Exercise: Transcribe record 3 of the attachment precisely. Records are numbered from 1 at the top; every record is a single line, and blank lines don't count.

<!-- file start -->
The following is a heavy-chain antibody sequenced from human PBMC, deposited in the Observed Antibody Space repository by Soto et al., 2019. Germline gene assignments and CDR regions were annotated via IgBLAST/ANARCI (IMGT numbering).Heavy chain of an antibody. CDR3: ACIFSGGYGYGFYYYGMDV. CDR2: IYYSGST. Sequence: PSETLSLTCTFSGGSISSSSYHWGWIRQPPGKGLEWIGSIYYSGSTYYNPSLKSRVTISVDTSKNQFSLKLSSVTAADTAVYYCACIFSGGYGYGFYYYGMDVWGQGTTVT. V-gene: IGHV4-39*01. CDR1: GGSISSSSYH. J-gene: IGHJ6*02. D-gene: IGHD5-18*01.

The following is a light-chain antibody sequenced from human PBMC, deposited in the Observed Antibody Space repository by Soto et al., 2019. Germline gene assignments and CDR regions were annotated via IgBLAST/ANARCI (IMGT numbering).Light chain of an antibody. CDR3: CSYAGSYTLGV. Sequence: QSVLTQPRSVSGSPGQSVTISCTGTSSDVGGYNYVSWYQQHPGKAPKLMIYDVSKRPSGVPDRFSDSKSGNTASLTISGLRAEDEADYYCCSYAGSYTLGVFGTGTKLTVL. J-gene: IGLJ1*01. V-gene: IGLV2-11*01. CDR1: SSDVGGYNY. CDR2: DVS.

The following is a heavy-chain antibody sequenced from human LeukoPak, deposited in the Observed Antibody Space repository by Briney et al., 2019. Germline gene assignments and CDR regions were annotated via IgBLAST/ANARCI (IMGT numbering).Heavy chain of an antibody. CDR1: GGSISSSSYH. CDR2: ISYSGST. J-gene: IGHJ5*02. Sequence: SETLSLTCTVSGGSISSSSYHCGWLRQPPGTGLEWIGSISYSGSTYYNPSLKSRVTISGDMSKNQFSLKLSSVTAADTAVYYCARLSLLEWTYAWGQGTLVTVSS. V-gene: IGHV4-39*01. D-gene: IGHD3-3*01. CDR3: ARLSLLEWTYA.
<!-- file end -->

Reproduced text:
The following is a heavy-chain antibody sequenced from human LeukoPak, deposited in the Observed Antibody Space repository by Briney et al., 2019. Germline gene assignments and CDR regions were annotated via IgBLAST/ANARCI (IMGT numbering).Heavy chain of an antibody. CDR1: GGSISSSSYH. CDR2: ISYSGST. J-gene: IGHJ5*02. Sequence: SETLSLTCTVSGGSISSSSYHCGWLRQPPGTGLEWIGSISYSGSTYYNPSLKSRVTISGDMSKNQFSLKLSSVTAADTAVYYCARLSLLEWTYAWGQGTLVTVSS. V-gene: IGHV4-39*01. D-gene: IGHD3-3*01. CDR3: ARLSLLEWTYA.